Update: Spotify have since discontinued their app platform.
Unboxing is our regular feature where someone at Box UK spends a few hours playing with a new framework, library, tool or technique and blogs about his or her experience.
What is it?
At the tail end of last year, Spotify announced their new platform which enabled developers to create ‘apps’ within Spotify itself (yo dawg). As the CEO, Daniel Ek succinctly put it:
“We’re opening up our platform in a way that lets you curate the apps that you want, and really make Spotify yours. This is the beginning of something game-changing for digital music.”
Whether it is game-changing or not is yet to be seen; however, as you may have realised, developers at Box UK love playing with new things. So when the chance to build an app within Spotify came about we were obviously very excited. We all spend most days with headphones on listening to Spotify, so the cool and relevance factor with this was also pretty high.
I decided to get a developer account and take the new platform for a spin.
Getting to grips
The platform itself is built on top of Chromium, which is an open source browser platform, used (and made famous) by Google Chrome. This means that the platform uses WebKit, so any HTML5 or CSS elements that work on WebKit will work here as well (this also includes any –webkit prefixed CSS elements).
There are a few key elements of HTML5 you don’t get; web audio (understandably), video (again, somewhat understandable) and geolocation. The geolocation omission is a shame, as I’m sure there would be lots of cool stuff you could do with geolocation and Spotify (think nearby gigs, what people are listening to around you etc.). Also worth noting (although kind of obvious) is that there is no Flash support.
The API essentially has two parts to it. You have the Metadata API and the Apps API.
This is essentially a third party web service, and can even be used outside of Spotify. If you have an app and need to retrieve any information on an artist, album or track, you can use the Metadata API to retrieve this information.
This is the API for the player itself. It gives you access to the Spotify player itself, including the various models and views.
Going deeper: Soundtrackify
So, after the obligatory ‘hello world’ apps as seen on the official Spotify website, I decided to write something a bit more interesting to have a proper play.
The idea I came up for was ‘Soundtrackify’ which essentially grabs the latest movies from the Rotten Tomatoes API and attempts to find soundtracks for them on Spotify. It then allows the user to click through to the relevant album or click a button to play the album through Spotify.
The ‘Soundtrackify’ app
The biggest challenge I faced was retrieving accurate information on movie soundtracks. Genre support within Spotify is severely lacking, and APIs to retrieve this information also lacking or massively out of date. It is because of this reason that the app is simply a best guess (it basically searches Spotify by music title and assumes the top result). If you do happen to know of a reliable way of getting soundtrack information please chip in with a comment, or reply to my Quora question about this.
You can view the code on github. Feel free to download it, run it locally and even fork it and improve upon it! It’s all very basic, but gives a nice simple insight in how an app for Spotify can be built quickly and without complexity.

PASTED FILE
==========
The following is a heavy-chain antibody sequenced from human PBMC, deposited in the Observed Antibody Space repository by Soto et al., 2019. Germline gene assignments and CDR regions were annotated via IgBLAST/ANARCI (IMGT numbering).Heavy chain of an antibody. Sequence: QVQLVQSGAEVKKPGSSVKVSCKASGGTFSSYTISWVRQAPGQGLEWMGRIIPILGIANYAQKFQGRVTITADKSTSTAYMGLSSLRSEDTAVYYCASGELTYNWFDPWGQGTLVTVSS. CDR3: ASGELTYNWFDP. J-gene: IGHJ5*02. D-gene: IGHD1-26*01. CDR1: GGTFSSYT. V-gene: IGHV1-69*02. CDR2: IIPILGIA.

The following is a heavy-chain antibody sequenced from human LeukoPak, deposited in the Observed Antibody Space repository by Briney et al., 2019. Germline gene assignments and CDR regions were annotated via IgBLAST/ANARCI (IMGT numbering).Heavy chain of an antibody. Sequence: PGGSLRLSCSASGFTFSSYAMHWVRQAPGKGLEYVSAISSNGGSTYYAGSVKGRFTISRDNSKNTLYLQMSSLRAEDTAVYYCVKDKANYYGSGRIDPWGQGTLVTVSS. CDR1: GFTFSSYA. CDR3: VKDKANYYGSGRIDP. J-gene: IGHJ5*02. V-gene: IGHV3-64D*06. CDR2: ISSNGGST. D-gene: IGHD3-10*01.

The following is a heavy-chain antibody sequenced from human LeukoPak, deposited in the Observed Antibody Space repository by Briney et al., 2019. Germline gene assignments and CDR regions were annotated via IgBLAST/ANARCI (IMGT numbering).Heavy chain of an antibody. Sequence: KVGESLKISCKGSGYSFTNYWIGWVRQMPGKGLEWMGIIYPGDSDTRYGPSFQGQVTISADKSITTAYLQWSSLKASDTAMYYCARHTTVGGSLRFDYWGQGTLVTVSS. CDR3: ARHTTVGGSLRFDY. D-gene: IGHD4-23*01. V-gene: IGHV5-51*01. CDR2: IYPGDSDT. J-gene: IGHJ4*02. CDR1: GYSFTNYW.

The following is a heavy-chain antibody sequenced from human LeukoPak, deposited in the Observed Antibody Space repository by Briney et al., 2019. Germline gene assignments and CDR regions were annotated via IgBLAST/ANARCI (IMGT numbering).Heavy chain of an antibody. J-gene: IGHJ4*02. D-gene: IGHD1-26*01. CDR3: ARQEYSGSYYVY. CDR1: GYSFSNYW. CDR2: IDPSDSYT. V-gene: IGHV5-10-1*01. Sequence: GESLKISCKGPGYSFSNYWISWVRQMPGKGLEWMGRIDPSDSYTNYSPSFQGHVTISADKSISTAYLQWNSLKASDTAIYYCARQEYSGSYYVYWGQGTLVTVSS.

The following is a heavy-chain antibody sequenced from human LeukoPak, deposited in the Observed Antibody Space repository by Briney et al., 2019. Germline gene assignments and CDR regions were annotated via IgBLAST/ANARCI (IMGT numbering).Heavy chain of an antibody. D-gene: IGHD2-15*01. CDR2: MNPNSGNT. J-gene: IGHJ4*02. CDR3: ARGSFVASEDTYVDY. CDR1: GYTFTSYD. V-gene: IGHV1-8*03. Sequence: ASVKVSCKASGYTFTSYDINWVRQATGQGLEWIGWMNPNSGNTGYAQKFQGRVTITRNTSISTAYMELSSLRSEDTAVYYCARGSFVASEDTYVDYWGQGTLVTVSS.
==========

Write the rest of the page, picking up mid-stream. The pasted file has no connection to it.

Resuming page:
A few things to be aware of: Themes
There are two themes you can use for the styling of your app; dark and light. These are set up as Spotify resources, which you can use within your app. The dark theme is called adam.css and the light theme is called eve.css.
You can use Google Analytics in your app. There is support for it built straight into the app.
var googletracker = sp.require("sp://import/scripts/googletracker") var tracker = new googletracker.GoogleTracker("UA-19804545-13"); tracker.track("app")
The information you can retrieve for the current user is very limited. Again this is a shame, as it means any kind of friend comparison you may wish to do within your app is out of the question, unless you use a third party service like last.fm (and not everyone will be using last.fm).
Launching your app
So you’ve built your kick ass app. What next? Well you will probably want to launch it! There are a few things you will need to be aware of.
Your app must adhere to the Spotify UI and UX guidelines. Similar to how iPhone apps must adhere to the iPhone UI guidelines, you shouldn’t expect your Spotify app to pass submission if your app looks completely different to Spotify itself.
At the time of writing, Spotify are only accepting app submissions from a limited number of developers (the big players I imagine) so chances are that your app won’t get approved at the moment. However, this is pure speculation; there is not much information out there about this process as it’s all still quite new and spangly.
The Spotify platform itself is flexible and easy to build on. It uses technology that most, if not all of the developer community is comfortable with, and that can only lead to an eventual lively community and vibrant app store (called App Finder currently).
The platform is still very much in its infancy and I wouldn’t expect any apps to yet get approved unless you are a last.fm or a Guardian type of organisation. However, I hope eventually they will open it up and more and more apps become available. I guess they don’t want to dilute the quality by having a high number of apps available, but I think Apple manage this successfully with their App Store, and it should be easily achievable within Spotify.
If you’re a developer, you probably already know the tech, so go and have a play, and be sure to let us know what you come up with!
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